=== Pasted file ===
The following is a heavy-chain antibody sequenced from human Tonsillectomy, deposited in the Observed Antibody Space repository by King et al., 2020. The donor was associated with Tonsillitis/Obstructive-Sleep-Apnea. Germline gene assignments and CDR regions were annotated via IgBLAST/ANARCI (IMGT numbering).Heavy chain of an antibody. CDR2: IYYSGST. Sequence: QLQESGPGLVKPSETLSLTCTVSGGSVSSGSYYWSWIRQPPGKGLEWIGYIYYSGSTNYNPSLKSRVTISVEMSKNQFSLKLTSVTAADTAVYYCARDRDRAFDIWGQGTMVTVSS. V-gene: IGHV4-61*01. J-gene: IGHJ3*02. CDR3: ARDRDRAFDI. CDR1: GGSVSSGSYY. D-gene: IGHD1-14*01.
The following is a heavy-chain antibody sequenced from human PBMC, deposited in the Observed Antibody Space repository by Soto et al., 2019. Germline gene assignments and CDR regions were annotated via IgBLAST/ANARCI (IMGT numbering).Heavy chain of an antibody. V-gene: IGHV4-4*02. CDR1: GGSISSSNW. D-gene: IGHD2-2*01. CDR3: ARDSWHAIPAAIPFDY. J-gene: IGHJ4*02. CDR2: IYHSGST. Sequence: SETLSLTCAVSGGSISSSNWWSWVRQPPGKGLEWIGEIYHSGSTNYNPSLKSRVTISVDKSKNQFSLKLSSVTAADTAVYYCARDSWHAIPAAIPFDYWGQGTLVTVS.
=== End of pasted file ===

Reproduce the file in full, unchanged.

The following is a heavy-chain antibody sequenced from human Tonsillectomy, deposited in the Observed Antibody Space repository by King et al., 2020. The donor was associated with Tonsillitis/Obstructive-Sleep-Apnea. Germline gene assignments and CDR regions were annotated via IgBLAST/ANARCI (IMGT numbering).Heavy chain of an antibody. CDR2: IYYSGST. Sequence: QLQESGPGLVKPSETLSLTCTVSGGSVSSGSYYWSWIRQPPGKGLEWIGYIYYSGSTNYNPSLKSRVTISVEMSKNQFSLKLTSVTAADTAVYYCARDRDRAFDIWGQGTMVTVSS. V-gene: IGHV4-61*01. J-gene: IGHJ3*02. CDR3: ARDRDRAFDI. CDR1: GGSVSSGSYY. D-gene: IGHD1-14*01.
The following is a heavy-chain antibody sequenced from human PBMC, deposited in the Observed Antibody Space repository by Soto et al., 2019. Germline gene assignments and CDR regions were annotated via IgBLAST/ANARCI (IMGT numbering).Heavy chain of an antibody. V-gene: IGHV4-4*02. CDR1: GGSISSSNW. D-gene: IGHD2-2*01. CDR3: ARDSWHAIPAAIPFDY. J-gene: IGHJ4*02. CDR2: IYHSGST. Sequence: SETLSLTCAVSGGSISSSNWWSWVRQPPGKGLEWIGEIYHSGSTNYNPSLKSRVTISVDKSKNQFSLKLSSVTAADTAVYYCARDSWHAIPAAIPFDYWGQGTLVTVS.